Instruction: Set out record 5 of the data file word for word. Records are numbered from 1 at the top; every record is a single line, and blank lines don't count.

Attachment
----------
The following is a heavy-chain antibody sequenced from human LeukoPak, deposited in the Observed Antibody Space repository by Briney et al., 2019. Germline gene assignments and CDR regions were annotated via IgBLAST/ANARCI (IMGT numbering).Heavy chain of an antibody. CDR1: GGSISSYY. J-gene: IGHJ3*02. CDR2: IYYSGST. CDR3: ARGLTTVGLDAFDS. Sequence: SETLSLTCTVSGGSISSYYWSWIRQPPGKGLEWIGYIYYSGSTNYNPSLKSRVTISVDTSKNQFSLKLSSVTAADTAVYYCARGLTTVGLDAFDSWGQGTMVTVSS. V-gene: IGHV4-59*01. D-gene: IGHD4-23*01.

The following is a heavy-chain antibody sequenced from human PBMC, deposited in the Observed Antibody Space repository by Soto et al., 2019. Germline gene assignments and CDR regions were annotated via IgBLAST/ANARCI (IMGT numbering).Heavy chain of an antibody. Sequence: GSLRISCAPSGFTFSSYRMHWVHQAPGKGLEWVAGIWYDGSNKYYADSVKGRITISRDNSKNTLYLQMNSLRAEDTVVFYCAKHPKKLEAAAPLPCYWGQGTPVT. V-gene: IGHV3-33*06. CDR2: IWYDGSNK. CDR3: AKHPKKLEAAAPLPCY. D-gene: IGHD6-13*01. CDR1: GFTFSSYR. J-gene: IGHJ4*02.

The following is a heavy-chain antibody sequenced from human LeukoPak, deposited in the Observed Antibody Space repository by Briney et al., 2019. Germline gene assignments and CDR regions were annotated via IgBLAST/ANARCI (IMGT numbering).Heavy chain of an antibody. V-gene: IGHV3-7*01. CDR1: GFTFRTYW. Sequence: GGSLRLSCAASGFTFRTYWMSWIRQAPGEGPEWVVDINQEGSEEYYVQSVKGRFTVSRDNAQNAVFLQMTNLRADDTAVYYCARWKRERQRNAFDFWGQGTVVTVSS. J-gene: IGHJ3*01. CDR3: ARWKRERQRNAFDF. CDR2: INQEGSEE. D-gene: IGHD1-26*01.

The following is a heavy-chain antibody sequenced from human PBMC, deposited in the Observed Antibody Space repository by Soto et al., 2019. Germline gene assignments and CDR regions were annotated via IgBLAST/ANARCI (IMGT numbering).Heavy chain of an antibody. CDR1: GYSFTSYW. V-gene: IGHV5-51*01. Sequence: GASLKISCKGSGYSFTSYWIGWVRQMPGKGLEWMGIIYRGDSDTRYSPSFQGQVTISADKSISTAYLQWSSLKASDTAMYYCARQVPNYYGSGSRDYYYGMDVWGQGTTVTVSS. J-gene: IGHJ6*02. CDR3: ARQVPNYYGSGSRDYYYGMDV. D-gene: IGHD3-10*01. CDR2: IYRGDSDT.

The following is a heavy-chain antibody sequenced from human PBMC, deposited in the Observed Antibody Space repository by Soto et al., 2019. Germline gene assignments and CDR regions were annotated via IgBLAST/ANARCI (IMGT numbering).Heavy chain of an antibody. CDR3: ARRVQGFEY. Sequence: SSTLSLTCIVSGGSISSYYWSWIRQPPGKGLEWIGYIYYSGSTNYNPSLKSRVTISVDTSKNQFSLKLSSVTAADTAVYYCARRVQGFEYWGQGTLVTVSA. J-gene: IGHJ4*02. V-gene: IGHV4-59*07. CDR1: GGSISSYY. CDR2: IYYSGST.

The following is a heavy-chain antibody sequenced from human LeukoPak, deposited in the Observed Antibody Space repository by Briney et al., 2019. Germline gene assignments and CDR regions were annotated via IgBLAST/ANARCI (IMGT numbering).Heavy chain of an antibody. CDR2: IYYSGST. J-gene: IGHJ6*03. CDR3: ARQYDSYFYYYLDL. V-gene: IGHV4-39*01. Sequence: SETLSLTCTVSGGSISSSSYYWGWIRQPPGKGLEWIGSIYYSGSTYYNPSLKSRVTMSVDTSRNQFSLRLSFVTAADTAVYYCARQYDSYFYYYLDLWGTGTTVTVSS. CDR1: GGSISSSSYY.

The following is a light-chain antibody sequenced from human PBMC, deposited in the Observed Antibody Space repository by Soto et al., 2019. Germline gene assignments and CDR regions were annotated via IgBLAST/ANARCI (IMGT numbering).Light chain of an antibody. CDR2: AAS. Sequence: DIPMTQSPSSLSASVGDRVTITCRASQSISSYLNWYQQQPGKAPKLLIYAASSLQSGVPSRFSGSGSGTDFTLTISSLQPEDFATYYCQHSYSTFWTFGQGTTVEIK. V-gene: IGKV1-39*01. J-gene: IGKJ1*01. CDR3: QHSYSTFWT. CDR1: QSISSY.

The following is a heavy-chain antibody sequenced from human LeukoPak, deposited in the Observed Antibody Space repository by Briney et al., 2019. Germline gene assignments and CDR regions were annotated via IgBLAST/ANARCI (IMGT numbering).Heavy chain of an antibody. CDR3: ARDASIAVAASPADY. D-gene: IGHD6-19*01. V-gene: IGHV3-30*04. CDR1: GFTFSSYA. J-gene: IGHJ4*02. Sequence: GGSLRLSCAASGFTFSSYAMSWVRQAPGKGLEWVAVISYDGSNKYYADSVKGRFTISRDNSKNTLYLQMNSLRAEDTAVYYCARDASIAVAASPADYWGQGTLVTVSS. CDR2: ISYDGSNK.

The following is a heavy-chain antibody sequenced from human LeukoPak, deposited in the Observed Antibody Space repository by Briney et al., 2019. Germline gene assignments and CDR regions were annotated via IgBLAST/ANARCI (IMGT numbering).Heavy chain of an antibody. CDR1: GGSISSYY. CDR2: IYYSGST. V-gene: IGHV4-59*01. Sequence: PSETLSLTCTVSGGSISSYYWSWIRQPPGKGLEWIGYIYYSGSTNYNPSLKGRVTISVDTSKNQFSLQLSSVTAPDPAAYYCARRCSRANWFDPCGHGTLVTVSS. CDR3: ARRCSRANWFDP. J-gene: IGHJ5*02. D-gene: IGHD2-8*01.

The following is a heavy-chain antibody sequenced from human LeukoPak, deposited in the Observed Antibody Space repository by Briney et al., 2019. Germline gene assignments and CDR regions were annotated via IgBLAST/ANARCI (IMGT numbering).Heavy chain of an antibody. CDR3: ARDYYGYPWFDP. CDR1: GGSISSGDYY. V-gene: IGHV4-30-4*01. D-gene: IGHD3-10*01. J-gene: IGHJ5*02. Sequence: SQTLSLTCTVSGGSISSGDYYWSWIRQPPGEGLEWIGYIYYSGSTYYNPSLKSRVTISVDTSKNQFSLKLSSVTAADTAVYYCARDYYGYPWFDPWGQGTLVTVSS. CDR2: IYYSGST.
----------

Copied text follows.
The following is a heavy-chain antibody sequenced from human PBMC, deposited in the Observed Antibody Space repository by Soto et al., 2019. Germline gene assignments and CDR regions were annotated via IgBLAST/ANARCI (IMGT numbering).Heavy chain of an antibody. CDR3: ARRVQGFEY. Sequence: SSTLSLTCIVSGGSISSYYWSWIRQPPGKGLEWIGYIYYSGSTNYNPSLKSRVTISVDTSKNQFSLKLSSVTAADTAVYYCARRVQGFEYWGQGTLVTVSA. J-gene: IGHJ4*02. V-gene: IGHV4-59*07. CDR1: GGSISSYY. CDR2: IYYSGST.